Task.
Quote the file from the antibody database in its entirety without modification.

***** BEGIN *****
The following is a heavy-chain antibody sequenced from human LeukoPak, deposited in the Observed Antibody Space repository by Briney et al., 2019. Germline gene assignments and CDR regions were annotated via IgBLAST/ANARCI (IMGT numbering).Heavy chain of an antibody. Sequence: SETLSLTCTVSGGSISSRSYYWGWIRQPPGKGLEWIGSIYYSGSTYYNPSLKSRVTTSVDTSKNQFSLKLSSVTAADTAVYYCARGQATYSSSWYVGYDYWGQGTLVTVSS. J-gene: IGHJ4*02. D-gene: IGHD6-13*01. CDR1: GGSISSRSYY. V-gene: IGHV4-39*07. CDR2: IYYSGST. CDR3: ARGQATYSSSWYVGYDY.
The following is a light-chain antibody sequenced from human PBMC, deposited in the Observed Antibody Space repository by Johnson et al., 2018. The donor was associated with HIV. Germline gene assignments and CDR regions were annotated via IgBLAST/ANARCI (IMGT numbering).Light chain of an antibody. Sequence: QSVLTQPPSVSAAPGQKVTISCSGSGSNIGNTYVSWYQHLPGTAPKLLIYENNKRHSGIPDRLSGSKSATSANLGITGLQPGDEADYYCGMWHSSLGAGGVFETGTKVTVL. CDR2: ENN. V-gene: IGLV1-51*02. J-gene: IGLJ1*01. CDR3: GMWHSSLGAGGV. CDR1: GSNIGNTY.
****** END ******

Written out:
The following is a heavy-chain antibody sequenced from human LeukoPak, deposited in the Observed Antibody Space repository by Briney et al., 2019. Germline gene assignments and CDR regions were annotated via IgBLAST/ANARCI (IMGT numbering).Heavy chain of an antibody. Sequence: SETLSLTCTVSGGSISSRSYYWGWIRQPPGKGLEWIGSIYYSGSTYYNPSLKSRVTTSVDTSKNQFSLKLSSVTAADTAVYYCARGQATYSSSWYVGYDYWGQGTLVTVSS. J-gene: IGHJ4*02. D-gene: IGHD6-13*01. CDR1: GGSISSRSYY. V-gene: IGHV4-39*07. CDR2: IYYSGST. CDR3: ARGQATYSSSWYVGYDY.
The following is a light-chain antibody sequenced from human PBMC, deposited in the Observed Antibody Space repository by Johnson et al., 2018. The donor was associated with HIV. Germline gene assignments and CDR regions were annotated via IgBLAST/ANARCI (IMGT numbering).Light chain of an antibody. Sequence: QSVLTQPPSVSAAPGQKVTISCSGSGSNIGNTYVSWYQHLPGTAPKLLIYENNKRHSGIPDRLSGSKSATSANLGITGLQPGDEADYYCGMWHSSLGAGGVFETGTKVTVL. CDR2: ENN. V-gene: IGLV1-51*02. J-gene: IGLJ1*01. CDR3: GMWHSSLGAGGV. CDR1: GSNIGNTY.